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Megan Thee Stallion was one of the big winners at Sunday’s 63rd Annual Grammy Awards, taking home the Best New Artist honor as well as Best Rap Song and Best Rap Performance for her duet with Beyoncé, “Savage.” But it was another Megan duet, “WAP,” that won the night, when she and Cardi B joined forces for their first-ever televised performance of their X-rated sex-positivity anthem.
Megan and Cardi toned down the raunchy song as much as they could in order to make it past the CBS censors. Even the radio edit, which usually features the chorus “wet and gushy,” was changed to the more PG-13 “wet, wet, wet” (which seemed like a double-standard, since a sanitary napkin commercial with the verb “gush” aired during the Grammys not much later). But the performance was still racy enough that it didn’t air until after 10 p.m. on the East Coast and was proceeded by host Trevor Noah’s comical warning: “If you have small children in the room, just tell them it’s a song about giving a cat a bath.” And it probably lit up the FCC’s complaint hotline as soon as the hip-hop queens left the stage.
GIFable moments of Cardi and Megan’s sci-fi strip-club spectacle included Cardi pole dancing around the towering spiked heel of a giant stiletto shoe (while being showered with dollar bills) and Cardi and Megan delivering their final climactic verses while twerking and writhing on a massive lavender bed. Even the usually loquacious Noah seemed at a loss for words once the dollar bills had settled, trying to keep it clean as he raved about the bed’s lush thread count before stammering, “Wait, wait, I just realized something: This is a dream! This is a dream that I have that I’m in bed with Cardi B, and then my grandmother comes in and whips our ass for having our shoes on in the bed!”
“WAP” was one of the highs of what was mostly a solid show, especially when graded on a COVID curve. The ceremony, helmed by first-time Grammy telecast producer Ben Winston, was originally supposed to take place on Jan. 31, but was delayed due to coronavirus concerns and ended up being staged outdoors, without an audience, at the Los Angeles Convention Center. But working within those limitations, the show took on an intimate Jools Holland/Unplugged feel, with artists performing in the round and cheering each other on from the sidelines. For the most part, it worked… although the ceremony did hit a few snags.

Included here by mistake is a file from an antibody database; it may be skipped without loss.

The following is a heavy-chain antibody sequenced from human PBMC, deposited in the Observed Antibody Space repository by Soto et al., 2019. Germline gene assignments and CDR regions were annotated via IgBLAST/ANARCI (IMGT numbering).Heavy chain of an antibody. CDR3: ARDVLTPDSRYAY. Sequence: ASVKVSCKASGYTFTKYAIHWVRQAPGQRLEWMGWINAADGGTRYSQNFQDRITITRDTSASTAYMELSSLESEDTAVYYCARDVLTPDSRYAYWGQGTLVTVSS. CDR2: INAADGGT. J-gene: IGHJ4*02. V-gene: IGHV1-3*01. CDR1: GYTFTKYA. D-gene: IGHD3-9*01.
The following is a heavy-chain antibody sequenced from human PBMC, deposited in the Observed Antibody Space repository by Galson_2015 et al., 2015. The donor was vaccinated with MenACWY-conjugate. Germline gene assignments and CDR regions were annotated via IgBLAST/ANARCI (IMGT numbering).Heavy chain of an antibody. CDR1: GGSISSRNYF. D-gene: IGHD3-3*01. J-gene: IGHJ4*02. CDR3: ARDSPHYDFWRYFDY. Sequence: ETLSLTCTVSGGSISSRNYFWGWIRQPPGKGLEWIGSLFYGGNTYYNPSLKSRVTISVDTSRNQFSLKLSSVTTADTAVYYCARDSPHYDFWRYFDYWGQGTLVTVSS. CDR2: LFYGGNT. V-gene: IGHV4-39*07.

These were the other highs — and occasional lows — of an unprecedented, historic Grammy night:
HIGH: Who run the Grammys? Girls!
Beyoncé and Taylor Swift both made herstory Sunday, with Beyoncé setting a new record for the most Grammy wins ever by a female artist (and by any singer, male or female), and Swift becoming the first woman to win the Album of the Year award three times, a feat achieved previously by only Frank Sinatra, Stevie Wonder and Paul Simon. Swift’s enchanted-forest performance of her winning Folklore album’s “Cardigan” and “Willow” was also one of the most magical medleys of the night. Female artists shared the love across all “Big Four” categories, with H.E.R. winning Song of the Year for “I Can’t Breathe” and Billie Eilish winning Record of the Year for “Everything I Wanted.”
HIGH: Bruno Mars and Anderson .Paak leave the door open for next year’s Grammys
The new supergroup known as Silk Sonic made their TV debut with a smooth ’n’ groovy slow-jam performance of their Grammy-bait single “Leave the Door Open” — which simultaneously felt like a fantastic voyage back to the 1974 Grammys and a sneak preview of the 2022 Grammy ceremony (when the duo’s surely sensational forthcoming album inevitably sweeps all the awards). Mars and .Paak kept the retro vibes flowing when they later performed an electric tribute to rock ’n’ roll architect Little Richard during the In Memoriam segment, which felt like Mars’s unofficial audition for a Little Richard biopic. Good golly, that was fantastic.
HIGH: Lil Baby paints a stark picture